Cannibalizing a Market

Cannibalization – The loss of sales in the established products experience by a firm resulting from its own introduction of new products that are partial or complete substitutes .That is, the new product “steals” some of the sales of the established product.

Cannibalizing a Market – What happens when a new form of a product, instead of producing new business from market segments not before reached, eats into the volume already enjoyed from the existing product, so that no sales increase occurs. This did occur with Maxwell House Instant Coffee when Maxim Instant Coffee was introduced, until steps were taken to correct it.

Canonical Correlation Analysis – A multivariate technique not yet used extensively in marketing research, it can determine the relationship among number of dependent variables and a number of independent. Variables created as sets. Its use can free the investigator from having to pick single criterion variable from two or more possible criterion variables, or arbitrarily weighting the set of criterion variables in order to fit the problem into the standard format of multiple correlation analysis.  Parametric or Nonparametric

Capability Survey – Used in purchasing to denote an inspection of a prospective vendor’s entire operation to answer key questions regarding engineering ability, level of quality control, amount of equipment, capacity to manage finance, and any other area considered important to the choice of the source of supply. Generally involves a visit by the purchasing officer or team to the vendor’s plant.

Capacity – Generally, the productive potential of a firm, industry, or economy. See: Capacity Utilization Rate, Full-Capacity Output, Preferred Operating Rate

Capacity Requirements Planning ( CRP) – The evaluation of planned production to determined if it can be accomplished within the capacity limitations of manufacturing facilities. A capacity load projection is completed for each item in the master production schedule. The calculated load requirement is compared to available capacity, thus determining under-utilization or over-utilization of facilities.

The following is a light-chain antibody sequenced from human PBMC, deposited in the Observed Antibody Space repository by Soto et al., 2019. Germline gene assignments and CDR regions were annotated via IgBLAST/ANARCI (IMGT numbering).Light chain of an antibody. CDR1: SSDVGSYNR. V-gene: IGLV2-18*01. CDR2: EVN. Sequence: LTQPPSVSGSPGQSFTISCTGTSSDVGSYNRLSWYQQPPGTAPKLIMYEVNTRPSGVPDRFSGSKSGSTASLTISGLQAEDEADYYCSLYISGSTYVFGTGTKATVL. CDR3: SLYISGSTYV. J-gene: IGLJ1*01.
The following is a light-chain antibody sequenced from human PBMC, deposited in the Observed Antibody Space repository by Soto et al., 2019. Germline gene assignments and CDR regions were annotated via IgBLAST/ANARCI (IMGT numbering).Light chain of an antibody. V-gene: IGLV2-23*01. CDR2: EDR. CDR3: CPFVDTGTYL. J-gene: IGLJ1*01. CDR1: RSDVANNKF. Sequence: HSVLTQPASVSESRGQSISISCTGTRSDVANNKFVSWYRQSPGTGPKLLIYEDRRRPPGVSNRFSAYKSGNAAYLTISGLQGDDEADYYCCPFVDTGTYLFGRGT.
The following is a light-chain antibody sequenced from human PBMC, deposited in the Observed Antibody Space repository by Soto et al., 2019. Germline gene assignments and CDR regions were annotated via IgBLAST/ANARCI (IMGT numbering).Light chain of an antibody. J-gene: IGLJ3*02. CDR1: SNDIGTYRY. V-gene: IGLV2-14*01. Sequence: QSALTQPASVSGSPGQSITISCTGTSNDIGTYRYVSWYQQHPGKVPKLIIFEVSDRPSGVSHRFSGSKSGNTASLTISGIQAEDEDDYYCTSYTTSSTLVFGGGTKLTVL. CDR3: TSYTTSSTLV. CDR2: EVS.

Capital Utilization Rate – Ratio of actual output to full-capacity output of a firm, industry, or economy. Essentially, the proportion of capacity in actual use.

Capital – (1)Produced goods withheld from consumption for purpose of further production. (2) The owner’s equity in a business. (3) The owner’s investment in a business. (4) All economic goods in existence at a certain time which produce income in a society.

Capital Consumption Allowance – The sum of depreciation on major capital goods plus capital goods destroyed or damaged plus depreciation on minor capital goods.

Capital Goods – All types of goods of relatively long life used to produce other products. Includes manufacturing plants, Installations, and Accessory Equipment. Same as: Capital-Investment Goods See: Capital

Capital Intensive Industry – An Industry in which the requirements of plant and equipment is large in relation to the requirement for labor input. Petroleum refining, chemicals, and paper making are such industries. 2. The instruments of production that make up an organization’s plant and operating capacity. See: Labor Intensive Industry

Capital Intensive – A product or an industry in which plant and equipment requirements are large relative to labor.

Capital Turnover – The number of times total capital investment is divisible into sale; the greater this figure, the smaller the net profit on sales required to meet a given return on investment.

Capital-Investment Goods – Same as: Capital Goods See: Capital-Invest